Miami-Dade County on Tuesday secured an eight-year delay in paying the Miami Dolphins a bonus of up to $5 million a year for hosting the Super Bowl and other big events so that the county can save more money to pay off the debt for the ballpark that’s home to the Miami Marlins.
In 2014, commissioners endorsed a proposal by Mayor Carlos Gimenez to pay the Dolphins a maximum of $5 million a year through 2024 as rewards for attracting the Super Bowl and other large events to the team’s newly renovated stadium. Owner Stephen Ross secured the agreement in exchange for privately funding an upgrade of the Dolphins’ home, now called Hard Rock Stadium.
The Dolphins say the renovations cost about $500 million, and the county deal included an agreement not to move the franchise from the Miami area for 30 years.
With the renovations finished, the Dolphins are ready to start collecting their bonuses from the county. And that prompted the county to trigger its option to delay payments until 2025.
County commissioners approved the delay Tuesday, without discussion. Postponing the payments was considered all but a given in 2014 because the Miami-Dade hotel taxes that would be used to pay the team were already tight then. That crunch was thanks in part to mounting payments on the county’s Marlins Park debt of roughly $350 million. The recent drop in hotel taxes, largely blamed on last year’s Zika outbreak, only amplified the county’s need for more time to pay.
So far, the Dolphins have landed two events eligible for the bonus payments, which are capped at $5 million a year. The 2014 deal assigns $4 million for a Super Bowl, meaning the 2020 big game will bring the maximum windfall available to the Dolphins under the deal. International soccer matches — including the El Clásico game played in July at Hard Rock — are eligible for payments of $750,000.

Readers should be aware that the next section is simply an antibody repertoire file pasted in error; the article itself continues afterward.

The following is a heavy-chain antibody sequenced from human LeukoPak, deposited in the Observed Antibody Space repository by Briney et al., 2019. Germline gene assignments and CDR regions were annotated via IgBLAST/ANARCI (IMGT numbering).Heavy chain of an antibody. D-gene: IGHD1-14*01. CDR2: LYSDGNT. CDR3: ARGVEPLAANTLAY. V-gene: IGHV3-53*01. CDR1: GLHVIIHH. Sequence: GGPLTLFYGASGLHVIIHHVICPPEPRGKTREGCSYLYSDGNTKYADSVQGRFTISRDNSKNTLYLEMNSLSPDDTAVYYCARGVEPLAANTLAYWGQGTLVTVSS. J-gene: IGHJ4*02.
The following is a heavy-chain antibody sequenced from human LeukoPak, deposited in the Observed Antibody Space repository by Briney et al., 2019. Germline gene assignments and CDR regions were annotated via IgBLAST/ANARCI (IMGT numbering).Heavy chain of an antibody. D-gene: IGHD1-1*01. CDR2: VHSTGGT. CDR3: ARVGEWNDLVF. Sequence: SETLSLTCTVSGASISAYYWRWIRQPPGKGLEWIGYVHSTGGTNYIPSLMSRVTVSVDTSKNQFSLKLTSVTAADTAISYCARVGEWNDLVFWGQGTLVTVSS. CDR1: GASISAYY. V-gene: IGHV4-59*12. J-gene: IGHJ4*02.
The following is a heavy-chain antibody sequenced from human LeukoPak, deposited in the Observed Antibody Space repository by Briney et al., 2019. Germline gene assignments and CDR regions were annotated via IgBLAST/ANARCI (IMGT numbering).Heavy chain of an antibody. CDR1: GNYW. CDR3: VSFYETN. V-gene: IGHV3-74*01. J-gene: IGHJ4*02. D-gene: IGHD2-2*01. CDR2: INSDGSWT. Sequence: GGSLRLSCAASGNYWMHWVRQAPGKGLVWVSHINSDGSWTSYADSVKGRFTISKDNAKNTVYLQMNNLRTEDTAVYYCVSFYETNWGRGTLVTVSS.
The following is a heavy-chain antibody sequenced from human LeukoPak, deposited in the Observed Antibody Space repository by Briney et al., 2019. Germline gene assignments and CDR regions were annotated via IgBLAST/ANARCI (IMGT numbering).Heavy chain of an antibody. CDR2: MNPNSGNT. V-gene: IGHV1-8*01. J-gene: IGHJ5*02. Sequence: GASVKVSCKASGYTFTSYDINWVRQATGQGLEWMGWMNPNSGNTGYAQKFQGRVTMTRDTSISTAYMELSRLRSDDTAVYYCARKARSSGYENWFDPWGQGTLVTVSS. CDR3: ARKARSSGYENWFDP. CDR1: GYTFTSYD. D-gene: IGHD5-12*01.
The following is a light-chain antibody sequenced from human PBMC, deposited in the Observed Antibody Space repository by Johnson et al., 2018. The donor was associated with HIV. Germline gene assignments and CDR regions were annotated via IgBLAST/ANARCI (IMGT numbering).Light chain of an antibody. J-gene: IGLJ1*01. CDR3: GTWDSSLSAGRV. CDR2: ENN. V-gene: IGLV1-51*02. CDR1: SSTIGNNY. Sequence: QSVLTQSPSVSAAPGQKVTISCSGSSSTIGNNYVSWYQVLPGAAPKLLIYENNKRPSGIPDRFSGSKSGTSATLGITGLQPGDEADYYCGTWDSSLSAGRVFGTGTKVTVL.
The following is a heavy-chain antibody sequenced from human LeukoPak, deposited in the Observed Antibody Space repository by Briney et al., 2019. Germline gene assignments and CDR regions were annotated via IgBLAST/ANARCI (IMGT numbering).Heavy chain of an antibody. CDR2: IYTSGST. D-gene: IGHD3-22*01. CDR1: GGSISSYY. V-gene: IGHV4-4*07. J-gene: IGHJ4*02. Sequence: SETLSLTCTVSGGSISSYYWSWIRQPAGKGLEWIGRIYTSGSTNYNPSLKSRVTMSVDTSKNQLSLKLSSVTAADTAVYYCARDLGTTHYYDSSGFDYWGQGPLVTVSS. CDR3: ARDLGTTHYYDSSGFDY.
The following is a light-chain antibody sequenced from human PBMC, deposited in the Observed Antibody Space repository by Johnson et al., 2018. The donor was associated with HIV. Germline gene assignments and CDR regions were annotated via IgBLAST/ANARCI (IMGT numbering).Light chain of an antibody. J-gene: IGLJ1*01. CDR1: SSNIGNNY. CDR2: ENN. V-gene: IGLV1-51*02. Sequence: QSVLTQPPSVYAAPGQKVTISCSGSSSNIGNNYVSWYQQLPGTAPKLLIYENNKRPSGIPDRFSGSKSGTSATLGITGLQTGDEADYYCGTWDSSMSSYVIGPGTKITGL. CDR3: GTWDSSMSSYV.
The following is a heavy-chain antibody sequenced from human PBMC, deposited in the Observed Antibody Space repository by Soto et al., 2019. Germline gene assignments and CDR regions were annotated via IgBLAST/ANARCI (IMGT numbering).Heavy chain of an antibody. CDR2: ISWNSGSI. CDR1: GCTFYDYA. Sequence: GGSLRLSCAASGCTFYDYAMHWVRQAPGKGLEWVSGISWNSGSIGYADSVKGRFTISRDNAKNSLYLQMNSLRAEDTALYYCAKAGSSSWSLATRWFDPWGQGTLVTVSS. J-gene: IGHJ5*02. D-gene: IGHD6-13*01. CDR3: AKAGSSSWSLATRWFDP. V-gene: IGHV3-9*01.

Under the terms of the deal, securing the Super Bowl triggered the Dolphins’ eligibility for the payments, which are owed once an event is held. By exercising the deferral option, Miami-Dade postponed the 2017 payments until 2026, with any payments earned in 2018 paid out in 2027, and so on.
Michael Hernández, an Gimenez spokesman, cited the events as proof of the deal helping Miami-Dade tourism.
The agreement “incentivized a $500 million private investment in Hard Rock Stadium and has already resulted in Super Bowl LIV being awarded to our community, and the first El Clásico being played outside of Europe in 35 years,” Hernández said.
Tuesday’s vote highlighted the complications of stadium finances in Miami-Dade: While the county owns Marlins Park, Ross and partners own Hard Rock. The 2009 Marlins deal is still a source of fan ire as Jeffrey Loria ended his tenure as owner this week after a $1.2 billion sale to Derek Jeter and partners, but the county still has decades left of debt payments on the ballpark.
The Marlins debt played a role in the logistics of the 2014 Dolphins deal, with the Gimenez administration negotiating the provision that allowed the county to delay payments. Even after the first payment is due at the end of 2025, Miami-Dade can cancel any year’s payout if it can prove hotel revenues dropped to the point that they won’t cover debt on Marlins Park, the Adrienne Arsht center and other big consumers of hotel taxes in the county budget.
The agreement could mean a reliable stream of large payments if Ross succeeds in moving the Miami Open tennis tournament from Key Biscayne to courts he would construct at Hard Rock. A county source said the Dolphins see the event as large enough to qualify for a “Tier One” event, the category that includes the Super Bowl.
The lowest payment in Tier One in the county deal is $2 million for a college football semi-championship. Commissioners could amend the deal to include the yearly tennis tournament, which is one of the biggest tourism draws on the Miami sports calendar.